Tides are very important in Zanzibar, as they have a big impact on the daily life of the inhabitants. Depending on the moon, Zanzibar experiences 2 low and 2 high tides per day, with 6 hours in between low and high. The full moon and new moon provide stronger tides (“spring tides”) on the shoreline. However, depending on the location, they have more or less important tidal consequences. The north west coast is the least exposed to tides, which makes Zuri Zanzibar an ideal location, since tides have no impact on its private beach.
As the history and culture of Zanzibar is influenced by many different cultures, its cuisine follows it. Persians, Arabs, Chinese, Indians, Portuguese and others have brought new tastes, flavours and smells to the islands, from Chinese glass noodles, to sweetmeats from the Middle East, to spices from India.
Zanzibari culinary art contains dishes flavoured with cloves, ginger, pepper, some chilli and fresh coconut. Other delicacies originate from the African mainland: manioc potatoes, boiled beans, sweet potatoes, roasted corn on the cob and yam. Another equally traditional dish is "sorpotel", a mixed offal and pork stew seasoned with curry spices. The famous Zanzibari pizza is also not to be missed. For food lovers, it is easy to find special meals: shark in pepper, octopus in coconut milk prepared with curry, cardamom, cinnamon, garlic and lime juice.
Sauti za Busara, February - this Swahili music festival takes place in February and is one of the biggest and best-known festivals in East Africa.
Zanzibar International Film Festival, July - discover the cultural heritage of East Africa, the Indian Ocean and the Middle-East, through the art of cinema.
Jahazi Festival, September - Jahazi is a non-profit organisation that is dedicated to inspiring youth, learning and education, through literature and music.
Watersports Festival and Dhow race, September - the Zanzibar Beach & Watersports Festival is a celebration of beach life organized by a group of volunteers
Fashion Week Zanzibar, September/October - discover a showcase of the best and most creative styles in the region.
Stown Town Food Festival, October – the first food festival in Zanzibar's Stone Town with a number and range of different restaurants and vendors participating.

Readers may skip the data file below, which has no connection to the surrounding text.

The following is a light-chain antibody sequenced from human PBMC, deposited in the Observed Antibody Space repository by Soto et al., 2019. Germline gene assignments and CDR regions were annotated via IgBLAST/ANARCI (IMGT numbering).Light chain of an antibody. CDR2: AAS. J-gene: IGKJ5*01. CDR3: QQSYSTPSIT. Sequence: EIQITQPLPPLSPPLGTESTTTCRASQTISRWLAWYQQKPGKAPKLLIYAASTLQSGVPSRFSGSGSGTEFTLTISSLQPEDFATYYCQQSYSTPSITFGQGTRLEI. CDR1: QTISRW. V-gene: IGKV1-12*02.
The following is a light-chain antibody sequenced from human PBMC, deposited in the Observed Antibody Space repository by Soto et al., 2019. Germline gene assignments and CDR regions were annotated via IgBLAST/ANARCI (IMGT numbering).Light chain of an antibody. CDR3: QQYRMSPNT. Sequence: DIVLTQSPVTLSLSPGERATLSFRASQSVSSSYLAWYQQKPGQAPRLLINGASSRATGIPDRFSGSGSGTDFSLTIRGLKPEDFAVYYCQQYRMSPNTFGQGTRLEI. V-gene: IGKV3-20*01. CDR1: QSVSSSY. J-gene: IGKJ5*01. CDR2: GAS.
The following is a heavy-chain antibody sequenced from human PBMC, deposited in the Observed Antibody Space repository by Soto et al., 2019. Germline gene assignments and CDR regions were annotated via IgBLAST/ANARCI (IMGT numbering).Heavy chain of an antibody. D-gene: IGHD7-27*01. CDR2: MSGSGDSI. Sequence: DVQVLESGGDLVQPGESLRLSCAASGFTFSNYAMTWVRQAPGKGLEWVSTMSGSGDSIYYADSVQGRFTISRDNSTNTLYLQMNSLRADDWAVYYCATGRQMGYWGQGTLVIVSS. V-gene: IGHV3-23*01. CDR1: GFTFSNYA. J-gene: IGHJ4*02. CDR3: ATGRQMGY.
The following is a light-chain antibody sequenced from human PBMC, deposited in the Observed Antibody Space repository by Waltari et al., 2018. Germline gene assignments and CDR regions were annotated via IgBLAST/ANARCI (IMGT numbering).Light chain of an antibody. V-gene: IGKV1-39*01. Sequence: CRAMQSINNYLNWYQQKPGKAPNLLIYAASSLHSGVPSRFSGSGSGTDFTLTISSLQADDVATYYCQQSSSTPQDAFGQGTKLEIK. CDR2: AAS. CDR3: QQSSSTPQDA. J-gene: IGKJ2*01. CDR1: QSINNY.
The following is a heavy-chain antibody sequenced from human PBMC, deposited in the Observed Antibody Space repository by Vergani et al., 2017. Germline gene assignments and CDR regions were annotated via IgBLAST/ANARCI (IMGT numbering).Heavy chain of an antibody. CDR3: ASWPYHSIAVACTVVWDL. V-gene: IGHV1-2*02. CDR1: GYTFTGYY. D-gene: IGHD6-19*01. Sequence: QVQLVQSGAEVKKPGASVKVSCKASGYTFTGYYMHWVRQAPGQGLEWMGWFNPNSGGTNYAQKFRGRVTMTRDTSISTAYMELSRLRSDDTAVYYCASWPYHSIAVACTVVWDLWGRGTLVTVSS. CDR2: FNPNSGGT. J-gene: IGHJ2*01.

The Zanzibar archipelago consists of the islands of Unguja and Pemba, along with a number of small islets. The name is thought to have Persian or Arabic origins.
Following Vasco de Gama’s visit in 1499, Zanzibar was ruled by the Portuguese and remained this way for almost two centuries. Zanzibar then became part of the overseas holdings of Oman and was ruled by the Sultan of Oman. It soon became the main slave market of the east African Coast where ivory trades thrived, and there was an expanding plantation economy centred on cloves. The islands gained independence from Britain in December 1963 as a constituional monarchy. A month later, the bloody Zanzibar Revolution led to the Republic of Zanzibar and Pemba. In April, 1964, the Republic merged with the mainland Tanganyika to form Tanzania.
Today Zanzibar has its own Government and President with semi-autonomy. The elements of Persian, Arabic, Indian and European culture are most visible in the capital, Stone Town, which was recently declared a World Heritage site by Unesco. The capital is the proud home of the Freddie Mercury Museum, as he was born in Stone Town.
The most important sources of income are spices, which can be found in our very own Spice Garden (cloves, nutmeg, cinnamon and black pepper), raffia and tourism. You can find some of these spices in our very own Spice Garden.
97% of Zanzibar's population practices the Islamic faith, the rest is divided between Hindu and Christianity. Ramadan is the most important tradition for the local people.